This was followed by Crosswalk, set to a brilliant grand duo for clarinet and piano by Carl Maria von Weber, with dancers walking, skipping and bothering each other. In particular, the eight guys bother the three girls, and the girls get their revenge. They particularly mess with Laurel Lynch, who by the end is mad as hell at them and gets the last gesture, alone center-stage and furious at the black-out. I do not at this stage understand how it fit the music, but it always did, with the guys (especially Brandon Randolph) clarifying the attitude, skipping off as if whatever had just happened was nothing. It seemed to be about defense of territory.

Morris abandoned the virgin sacrifice of Stravinsky's Rite of Spring  and transformed the whole into geometric magic. The original scenario was propitiatory magic – we give you, O God of the Sun, a virgin for your bride, in hopes that you will bring an end to the winter and renew the cycle of fertility. Morris understands that nobody nowadays thinks like that. He's made his dance a fantasia of rhythms and trajectories that scores the face of the earth in diagonals and circles, stomping some patterns in and making others light and springy. He's made the only dance to this score since Pina Bausch's that is not an embarrassment. Dallas McMurray's solo in the middle of it was heroic.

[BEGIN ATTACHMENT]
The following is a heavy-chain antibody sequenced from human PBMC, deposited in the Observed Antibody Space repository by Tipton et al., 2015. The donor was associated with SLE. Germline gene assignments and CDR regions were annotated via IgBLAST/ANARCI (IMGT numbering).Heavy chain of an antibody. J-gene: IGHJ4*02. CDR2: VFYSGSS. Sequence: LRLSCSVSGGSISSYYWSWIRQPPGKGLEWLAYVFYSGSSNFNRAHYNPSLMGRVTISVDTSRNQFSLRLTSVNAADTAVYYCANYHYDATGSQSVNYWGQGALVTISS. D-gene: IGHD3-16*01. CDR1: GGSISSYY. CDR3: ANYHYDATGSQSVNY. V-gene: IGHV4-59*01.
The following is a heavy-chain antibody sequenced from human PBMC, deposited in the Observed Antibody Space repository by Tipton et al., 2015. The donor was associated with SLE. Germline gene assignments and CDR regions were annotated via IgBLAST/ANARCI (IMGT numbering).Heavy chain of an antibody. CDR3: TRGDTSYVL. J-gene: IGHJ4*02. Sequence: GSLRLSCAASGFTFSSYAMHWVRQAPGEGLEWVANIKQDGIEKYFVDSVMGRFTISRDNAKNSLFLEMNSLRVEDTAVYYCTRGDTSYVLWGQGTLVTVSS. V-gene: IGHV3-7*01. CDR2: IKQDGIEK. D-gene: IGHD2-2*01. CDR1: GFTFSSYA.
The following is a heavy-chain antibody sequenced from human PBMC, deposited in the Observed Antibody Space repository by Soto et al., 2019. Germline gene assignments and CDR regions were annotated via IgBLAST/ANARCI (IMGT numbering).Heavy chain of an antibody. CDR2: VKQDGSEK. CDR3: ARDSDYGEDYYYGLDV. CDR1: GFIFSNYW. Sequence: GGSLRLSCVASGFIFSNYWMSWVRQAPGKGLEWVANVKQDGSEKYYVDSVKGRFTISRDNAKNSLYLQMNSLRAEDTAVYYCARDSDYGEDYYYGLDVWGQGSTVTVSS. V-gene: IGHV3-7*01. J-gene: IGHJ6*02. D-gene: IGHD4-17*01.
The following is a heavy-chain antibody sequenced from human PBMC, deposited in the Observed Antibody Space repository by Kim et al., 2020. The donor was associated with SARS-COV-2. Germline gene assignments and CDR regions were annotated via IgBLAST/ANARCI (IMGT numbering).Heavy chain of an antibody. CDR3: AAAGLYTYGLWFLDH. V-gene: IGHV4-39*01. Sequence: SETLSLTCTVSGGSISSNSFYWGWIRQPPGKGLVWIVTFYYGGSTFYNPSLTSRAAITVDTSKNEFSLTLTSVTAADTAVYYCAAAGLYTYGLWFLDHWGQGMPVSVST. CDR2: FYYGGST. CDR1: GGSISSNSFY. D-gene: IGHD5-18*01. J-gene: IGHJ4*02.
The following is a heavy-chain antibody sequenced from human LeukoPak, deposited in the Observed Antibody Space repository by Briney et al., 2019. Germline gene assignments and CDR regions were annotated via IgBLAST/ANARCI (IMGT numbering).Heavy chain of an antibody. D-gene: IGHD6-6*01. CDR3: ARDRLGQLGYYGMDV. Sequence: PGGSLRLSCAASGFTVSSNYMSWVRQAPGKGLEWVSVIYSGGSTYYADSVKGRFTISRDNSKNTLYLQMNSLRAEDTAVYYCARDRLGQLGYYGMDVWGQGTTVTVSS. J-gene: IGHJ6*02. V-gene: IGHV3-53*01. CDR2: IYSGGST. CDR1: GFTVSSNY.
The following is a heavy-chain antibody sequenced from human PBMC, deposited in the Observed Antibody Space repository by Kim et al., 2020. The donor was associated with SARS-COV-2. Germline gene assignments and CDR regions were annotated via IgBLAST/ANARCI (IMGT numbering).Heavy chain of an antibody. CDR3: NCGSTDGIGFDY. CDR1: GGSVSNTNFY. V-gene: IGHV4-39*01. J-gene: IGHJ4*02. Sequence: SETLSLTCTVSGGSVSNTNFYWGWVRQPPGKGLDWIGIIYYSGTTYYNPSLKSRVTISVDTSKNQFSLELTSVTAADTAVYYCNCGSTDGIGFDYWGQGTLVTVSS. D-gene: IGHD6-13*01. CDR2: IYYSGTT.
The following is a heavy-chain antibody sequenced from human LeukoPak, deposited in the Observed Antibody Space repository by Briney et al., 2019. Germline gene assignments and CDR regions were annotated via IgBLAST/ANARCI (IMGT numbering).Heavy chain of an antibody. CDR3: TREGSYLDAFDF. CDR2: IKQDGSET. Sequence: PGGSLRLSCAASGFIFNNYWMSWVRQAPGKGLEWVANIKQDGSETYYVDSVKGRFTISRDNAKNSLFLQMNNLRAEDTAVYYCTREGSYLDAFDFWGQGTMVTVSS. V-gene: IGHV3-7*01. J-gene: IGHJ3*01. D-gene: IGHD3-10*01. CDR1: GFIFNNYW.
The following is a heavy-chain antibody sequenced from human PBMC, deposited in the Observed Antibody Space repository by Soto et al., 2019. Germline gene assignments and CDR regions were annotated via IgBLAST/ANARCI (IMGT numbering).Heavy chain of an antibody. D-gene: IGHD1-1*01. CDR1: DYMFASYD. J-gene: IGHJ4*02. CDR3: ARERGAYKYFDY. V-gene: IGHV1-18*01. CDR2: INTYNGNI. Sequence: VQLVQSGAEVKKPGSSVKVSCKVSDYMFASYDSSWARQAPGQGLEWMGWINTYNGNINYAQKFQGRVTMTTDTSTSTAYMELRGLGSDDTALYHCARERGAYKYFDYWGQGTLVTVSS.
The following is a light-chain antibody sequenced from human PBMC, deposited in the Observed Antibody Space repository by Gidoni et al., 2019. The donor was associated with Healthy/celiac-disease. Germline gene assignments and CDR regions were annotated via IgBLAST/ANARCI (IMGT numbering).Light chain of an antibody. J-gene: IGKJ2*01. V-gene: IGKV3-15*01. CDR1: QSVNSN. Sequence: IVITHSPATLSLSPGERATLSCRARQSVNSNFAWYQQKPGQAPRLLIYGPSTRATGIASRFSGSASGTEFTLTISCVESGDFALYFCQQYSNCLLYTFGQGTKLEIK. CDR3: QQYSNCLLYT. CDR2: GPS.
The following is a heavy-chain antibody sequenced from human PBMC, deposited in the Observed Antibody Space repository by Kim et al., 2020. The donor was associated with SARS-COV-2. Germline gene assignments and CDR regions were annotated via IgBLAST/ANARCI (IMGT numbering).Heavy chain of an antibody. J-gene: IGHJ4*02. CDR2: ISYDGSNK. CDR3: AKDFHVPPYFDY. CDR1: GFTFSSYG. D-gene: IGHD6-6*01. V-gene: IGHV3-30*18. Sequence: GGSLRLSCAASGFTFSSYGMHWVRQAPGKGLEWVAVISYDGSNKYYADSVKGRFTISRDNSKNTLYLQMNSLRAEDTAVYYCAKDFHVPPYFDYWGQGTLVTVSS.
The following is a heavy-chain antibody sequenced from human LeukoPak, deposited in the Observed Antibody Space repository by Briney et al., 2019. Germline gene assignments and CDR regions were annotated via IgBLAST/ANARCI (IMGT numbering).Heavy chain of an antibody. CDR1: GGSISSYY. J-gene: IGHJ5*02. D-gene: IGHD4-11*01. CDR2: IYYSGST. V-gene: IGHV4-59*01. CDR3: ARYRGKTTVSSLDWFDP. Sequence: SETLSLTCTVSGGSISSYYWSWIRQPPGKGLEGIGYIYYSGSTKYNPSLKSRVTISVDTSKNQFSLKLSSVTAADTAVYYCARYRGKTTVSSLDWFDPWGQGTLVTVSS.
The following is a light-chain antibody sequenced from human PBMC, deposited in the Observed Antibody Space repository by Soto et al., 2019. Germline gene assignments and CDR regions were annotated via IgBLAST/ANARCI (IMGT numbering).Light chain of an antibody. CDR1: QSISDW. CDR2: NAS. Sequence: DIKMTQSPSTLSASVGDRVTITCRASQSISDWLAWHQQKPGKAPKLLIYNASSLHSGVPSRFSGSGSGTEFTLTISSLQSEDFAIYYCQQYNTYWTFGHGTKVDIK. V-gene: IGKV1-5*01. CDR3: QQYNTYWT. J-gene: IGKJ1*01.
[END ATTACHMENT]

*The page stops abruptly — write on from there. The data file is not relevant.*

Program A was much more delightful, but the pleasures were so evanescent and specific they are almost indescribable – you can't be sure you remember what you think you saw. Morris' imagination is teeming with images.  I always feel at a Morris premiere like one of the blind men in the Sufi story of "The Blind Men and the Elephant." The one who touched the tail said, "It's hairy"; the one who touched the ear said, "It's leathery"; etc. With a new piece of Morris', I never know what's hit me till I've seen it more than once. About Program A, which I adored, I don't know what to say, except that Laurel Lynch as Sally in our Alley danced like a fairy, and that the polka of Festival Dance is a glorious piece of choreography.